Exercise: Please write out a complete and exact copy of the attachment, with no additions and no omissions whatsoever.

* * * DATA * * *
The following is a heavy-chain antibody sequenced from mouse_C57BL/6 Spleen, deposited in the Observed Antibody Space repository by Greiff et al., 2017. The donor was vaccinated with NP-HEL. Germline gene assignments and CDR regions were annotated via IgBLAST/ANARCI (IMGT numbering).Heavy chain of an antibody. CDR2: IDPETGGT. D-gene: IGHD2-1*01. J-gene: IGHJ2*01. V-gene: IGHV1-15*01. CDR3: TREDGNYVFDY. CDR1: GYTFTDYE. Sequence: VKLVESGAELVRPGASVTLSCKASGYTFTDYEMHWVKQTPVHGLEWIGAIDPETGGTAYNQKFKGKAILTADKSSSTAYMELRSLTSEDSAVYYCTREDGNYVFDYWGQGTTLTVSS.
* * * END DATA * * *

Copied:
The following is a heavy-chain antibody sequenced from mouse_C57BL/6 Spleen, deposited in the Observed Antibody Space repository by Greiff et al., 2017. The donor was vaccinated with NP-HEL. Germline gene assignments and CDR regions were annotated via IgBLAST/ANARCI (IMGT numbering).Heavy chain of an antibody. CDR2: IDPETGGT. D-gene: IGHD2-1*01. J-gene: IGHJ2*01. V-gene: IGHV1-15*01. CDR3: TREDGNYVFDY. CDR1: GYTFTDYE. Sequence: VKLVESGAELVRPGASVTLSCKASGYTFTDYEMHWVKQTPVHGLEWIGAIDPETGGTAYNQKFKGKAILTADKSSSTAYMELRSLTSEDSAVYYCTREDGNYVFDYWGQGTTLTVSS.